Statement of Commendation by Mr. Jean-Pierre Hocké, United Nations High Commissioner for Refugees and Chairman of the Nansen Committee, on the occasion of the award of the Nansen Medal for 1988 to Syed Munir Husain
Mr. President, Your Excellencies, Ladies and Gentlemen,
It is a particular honour for me, on behalf of the Nansen Committee, to welcome among us Syed Munir Husain, currently Chairman of the Agriculture Development Bank of Pakistan and a former Secretary to the Government of Pakistan in the Ministry of States and Frontier Regions. We are delighted that he has kindly agreed to come to Geneva to receive the Nansen Medal today.
It strikes me as a significant coincidence that a man who, through his spirit and action, has made such an outstanding effort to mitigate the suffering of the Afghan refugees should be honoured in the year which brought real hope of a settlement to more than five million Afghans who have been obliged to seek refuge in other countries. The Bilateral Agreement between Afghanistan and Pakistan signed on 14 April 1988 under the auspices of the United Nations marked an important step in the creation of conditions that will allow the Afghan refugees in Pakistan to return to their country of origin. We must all hope that conditions in their home areas will soon encourage the refugees to return in safety and dignity.
The international community recognizes, and is indeed most grateful for, the fine example which the Government of Pakistan has set by providing asylum to Afghans pending their repatriation. Although the precise number of refugees in Pakistan remains difficult to determine, the Government estimates that more than three million Afghans were registered in officially established villages at the end of 1987. Over 75 per cent of the caseload are women and children.
As many of us in this room will remember, UNHCR began its collaboration with the Government of Pakistan in providing succour to these refugees in 1979. In the early years of the programme, the principal objective was to meet the immediate needs of recent arrivals, particularly with respect to health, water and shelter. By the end of 1981, the programme had expanded to include additional services and emphasis was placed on consolidating infrastructure within established refugee villages. By the end of 1984, most districts affected by the presence of refugees had adequate health facilities, a primary school system, sufficient shelter and an acceptable water supply. Since the outset the enormous quantities of commodities required to provide the refugees with a basic food basket has been provided by the World Food Programme, supplemented by the Government of Pakistan and UNHCR.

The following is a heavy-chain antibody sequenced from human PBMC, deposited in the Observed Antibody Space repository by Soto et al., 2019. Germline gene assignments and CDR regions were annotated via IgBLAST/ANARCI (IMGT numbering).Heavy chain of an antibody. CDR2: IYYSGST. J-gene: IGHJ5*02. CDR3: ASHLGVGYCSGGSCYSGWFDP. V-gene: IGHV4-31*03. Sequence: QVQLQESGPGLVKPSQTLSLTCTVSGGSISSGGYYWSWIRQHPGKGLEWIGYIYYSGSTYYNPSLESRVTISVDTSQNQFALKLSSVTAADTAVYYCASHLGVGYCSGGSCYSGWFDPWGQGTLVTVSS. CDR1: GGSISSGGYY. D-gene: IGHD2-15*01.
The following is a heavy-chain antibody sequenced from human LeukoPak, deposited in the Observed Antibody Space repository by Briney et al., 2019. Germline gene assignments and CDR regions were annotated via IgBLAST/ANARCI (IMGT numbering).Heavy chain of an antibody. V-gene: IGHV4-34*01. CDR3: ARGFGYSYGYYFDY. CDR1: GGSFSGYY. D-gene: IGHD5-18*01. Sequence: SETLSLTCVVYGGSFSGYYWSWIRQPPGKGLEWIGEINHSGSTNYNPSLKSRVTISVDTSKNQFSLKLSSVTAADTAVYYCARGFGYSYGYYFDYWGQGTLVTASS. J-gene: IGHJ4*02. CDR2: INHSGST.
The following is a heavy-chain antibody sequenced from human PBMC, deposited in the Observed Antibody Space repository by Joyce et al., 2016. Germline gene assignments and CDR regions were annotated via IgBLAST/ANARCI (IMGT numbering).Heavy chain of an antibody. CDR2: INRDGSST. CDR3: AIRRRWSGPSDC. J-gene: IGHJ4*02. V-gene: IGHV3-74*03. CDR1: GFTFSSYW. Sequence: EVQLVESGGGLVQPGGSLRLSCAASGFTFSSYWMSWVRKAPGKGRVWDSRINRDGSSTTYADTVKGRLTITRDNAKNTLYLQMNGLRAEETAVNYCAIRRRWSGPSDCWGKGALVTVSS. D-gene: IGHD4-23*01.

During the last few years, and particularly during Syed Munir Husain's tenure at the head of the Ministry of States and Frontier Regions, increased efforts have been made to expand activities which encouraged self-reliance among the refugee population. These activities included education at the primary and secondary levels, veterinary services for Afghan-owned livestock, vocational training and income-generating projects. In order to establish these schemes many voluntary agencies and non-governmental organizations were invited to bring their specialized skills and experiences to the humanitarian effort as implementing partners. Syed Munir Husain was aware of the valuable contribution the NGOs could make, and did much to encourage them to participate, indeed, thanks to his efforts, more than thirty NGOs are now actively involved in the assistance programme.